By Dr Karen Serres , Schroder Foundation Curator of Paintings
As curators, we spend so much time with the collection we care for that it is both rare and exciting when new facts emerge about one of our paintings. This was the case of a few years ago when an independent art historian living near Arles, Bernadette Murphy, came to discuss Vincent van Gogh’s Self-Portrait with a Bandaged Ear. She was undertaking research about van Gogh’s time in Arles, including his network of friends and the specific timeline of events following his notorious dispute with Gauguin that led to the mutilation of his ear. She had fascinating things to say about the Self-Portrait, painted just a few days after van Gogh left the hospital. She talked about the novelty of the dressing used to heal his wounded ear, about van Gogh’s adoption of the heavy coat traditionally worn by shepherds in the region and about the room in which van Gogh stood, the ground floor studio of his little house in Arles. To paint this self-portrait, Van Gogh may have used the very mirror he looked into to cut off his ear a few weeks earlier.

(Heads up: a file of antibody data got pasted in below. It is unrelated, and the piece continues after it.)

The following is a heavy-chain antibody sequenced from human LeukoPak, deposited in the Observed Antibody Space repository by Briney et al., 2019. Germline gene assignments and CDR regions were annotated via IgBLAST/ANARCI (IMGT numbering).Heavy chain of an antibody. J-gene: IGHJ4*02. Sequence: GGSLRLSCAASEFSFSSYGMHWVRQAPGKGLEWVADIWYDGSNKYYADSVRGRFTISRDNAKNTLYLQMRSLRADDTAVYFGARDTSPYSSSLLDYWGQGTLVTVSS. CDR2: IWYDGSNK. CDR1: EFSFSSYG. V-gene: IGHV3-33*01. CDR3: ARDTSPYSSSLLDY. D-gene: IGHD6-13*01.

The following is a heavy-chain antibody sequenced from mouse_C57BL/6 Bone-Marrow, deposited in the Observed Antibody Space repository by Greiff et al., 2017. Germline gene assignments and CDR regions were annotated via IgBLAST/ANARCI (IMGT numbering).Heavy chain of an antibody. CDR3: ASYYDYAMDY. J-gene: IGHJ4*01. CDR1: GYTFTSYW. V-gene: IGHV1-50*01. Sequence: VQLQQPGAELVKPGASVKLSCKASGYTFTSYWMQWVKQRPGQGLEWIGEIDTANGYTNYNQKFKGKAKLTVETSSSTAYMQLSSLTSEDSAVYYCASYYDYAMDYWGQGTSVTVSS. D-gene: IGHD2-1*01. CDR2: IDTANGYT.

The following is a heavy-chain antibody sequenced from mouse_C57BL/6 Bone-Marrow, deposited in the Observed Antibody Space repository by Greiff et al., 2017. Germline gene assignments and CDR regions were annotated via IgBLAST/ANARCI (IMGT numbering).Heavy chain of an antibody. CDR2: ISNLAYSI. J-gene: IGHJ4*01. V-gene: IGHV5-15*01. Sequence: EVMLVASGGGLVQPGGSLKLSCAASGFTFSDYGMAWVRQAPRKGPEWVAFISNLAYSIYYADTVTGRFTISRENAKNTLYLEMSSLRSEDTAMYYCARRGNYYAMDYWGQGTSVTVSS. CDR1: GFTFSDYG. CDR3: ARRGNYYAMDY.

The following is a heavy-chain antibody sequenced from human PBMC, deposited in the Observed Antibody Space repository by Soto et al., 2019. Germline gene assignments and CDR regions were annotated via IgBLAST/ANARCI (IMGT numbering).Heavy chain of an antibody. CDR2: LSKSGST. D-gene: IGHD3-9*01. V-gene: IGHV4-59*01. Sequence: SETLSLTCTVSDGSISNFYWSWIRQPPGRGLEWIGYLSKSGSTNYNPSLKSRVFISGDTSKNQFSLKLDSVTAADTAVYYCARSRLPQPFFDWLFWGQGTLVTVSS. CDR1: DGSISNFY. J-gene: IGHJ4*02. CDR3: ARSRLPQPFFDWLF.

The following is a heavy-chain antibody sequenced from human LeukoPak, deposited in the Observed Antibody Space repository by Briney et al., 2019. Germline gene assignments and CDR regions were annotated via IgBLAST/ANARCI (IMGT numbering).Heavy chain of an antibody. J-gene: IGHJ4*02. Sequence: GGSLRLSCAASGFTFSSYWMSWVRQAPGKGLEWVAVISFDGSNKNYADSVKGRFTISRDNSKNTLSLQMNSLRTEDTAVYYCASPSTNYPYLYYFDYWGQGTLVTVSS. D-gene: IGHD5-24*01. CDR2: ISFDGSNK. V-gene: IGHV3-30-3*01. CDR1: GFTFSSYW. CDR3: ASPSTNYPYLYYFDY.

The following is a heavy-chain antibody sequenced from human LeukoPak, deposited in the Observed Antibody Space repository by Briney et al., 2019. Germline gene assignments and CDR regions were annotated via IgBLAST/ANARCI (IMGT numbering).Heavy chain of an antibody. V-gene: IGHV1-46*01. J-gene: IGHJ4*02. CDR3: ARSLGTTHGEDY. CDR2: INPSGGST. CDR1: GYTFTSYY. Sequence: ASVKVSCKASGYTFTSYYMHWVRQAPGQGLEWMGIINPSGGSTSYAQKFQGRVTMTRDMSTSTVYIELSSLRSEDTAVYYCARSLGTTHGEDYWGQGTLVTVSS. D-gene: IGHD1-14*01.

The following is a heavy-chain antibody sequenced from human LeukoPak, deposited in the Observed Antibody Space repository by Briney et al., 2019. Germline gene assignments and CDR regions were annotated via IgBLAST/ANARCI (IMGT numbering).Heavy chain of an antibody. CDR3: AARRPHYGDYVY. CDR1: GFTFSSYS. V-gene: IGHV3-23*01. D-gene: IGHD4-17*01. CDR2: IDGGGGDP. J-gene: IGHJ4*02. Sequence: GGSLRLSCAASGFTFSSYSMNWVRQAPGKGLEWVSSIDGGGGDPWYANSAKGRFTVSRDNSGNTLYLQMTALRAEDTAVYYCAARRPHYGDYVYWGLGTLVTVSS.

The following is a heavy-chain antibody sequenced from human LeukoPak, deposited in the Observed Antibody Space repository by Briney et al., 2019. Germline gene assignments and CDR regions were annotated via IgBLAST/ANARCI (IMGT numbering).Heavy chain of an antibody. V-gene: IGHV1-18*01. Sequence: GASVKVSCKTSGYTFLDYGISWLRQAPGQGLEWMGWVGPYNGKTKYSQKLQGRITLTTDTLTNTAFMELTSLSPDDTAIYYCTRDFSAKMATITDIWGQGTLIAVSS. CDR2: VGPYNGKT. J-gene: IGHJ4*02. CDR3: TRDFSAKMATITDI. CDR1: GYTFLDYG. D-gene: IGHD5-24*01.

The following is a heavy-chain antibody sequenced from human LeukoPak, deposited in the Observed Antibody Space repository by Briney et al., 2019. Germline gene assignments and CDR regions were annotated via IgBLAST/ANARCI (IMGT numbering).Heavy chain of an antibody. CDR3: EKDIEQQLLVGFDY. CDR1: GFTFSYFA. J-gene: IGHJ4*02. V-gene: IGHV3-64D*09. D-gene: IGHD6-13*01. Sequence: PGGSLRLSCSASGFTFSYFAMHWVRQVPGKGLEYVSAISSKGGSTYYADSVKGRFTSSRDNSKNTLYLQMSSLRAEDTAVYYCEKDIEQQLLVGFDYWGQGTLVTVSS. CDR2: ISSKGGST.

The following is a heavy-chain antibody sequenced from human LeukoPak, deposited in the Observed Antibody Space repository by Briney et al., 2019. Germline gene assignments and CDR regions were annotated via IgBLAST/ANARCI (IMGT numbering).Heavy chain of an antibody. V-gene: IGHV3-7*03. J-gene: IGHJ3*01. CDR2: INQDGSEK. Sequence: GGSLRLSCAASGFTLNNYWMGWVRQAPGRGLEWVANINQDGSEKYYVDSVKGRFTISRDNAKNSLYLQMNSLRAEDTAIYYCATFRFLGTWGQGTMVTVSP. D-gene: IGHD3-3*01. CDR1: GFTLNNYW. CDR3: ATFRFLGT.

Bernadette’s research is now encompassed in a book, out today, called Van Gogh’s Ear. The True Story. It considers Van Gogh’s stay in the south of France in forensic details and unpicks a lot of the myths created and repeated around Van Gogh’s self-mutilation, including the nature of his wound. Until now, most accounts have trusted the painter Paul Signac who asserted that Van Gogh cut off a portion of the lobe of his left ear. Bernadette tracked down early sources, such as newspaper accounts and first-hand testimony, to prove that in fact the painter cut off his entire ear. She also argues that he survived such a wound thanks to the intervention of Felix Rey (whose portrait by Van Gogh is in the Pushkin Museum in Moscow), a young doctor who had recently come to Arles and was trained in new treatment techniques.
The book is a testament to Bernadette’s resolve during a seven-year quest and to the fact that the most unexpected avenues of research can yield the greatest rewards. It also shows that there is still light to be shed on even the most scrutinized of episodes.
Bernadette’s findings are also included in an illuminating exhibition at the Van Gogh Museum in Amsterdam that examines all the manifestations and theories surrounding van Gogh’s mental illness, On the Verge of Insanity. It opens a much-needed dialogue between art historians and medical professionals to understand the nature and extent of van Gogh’s illness, but also to counter the idea that he was simply a slave to his demons. Van Gogh was a willful and deliberate artist that shaped his world on the canvas and created works of art that resonate more than ever with viewers.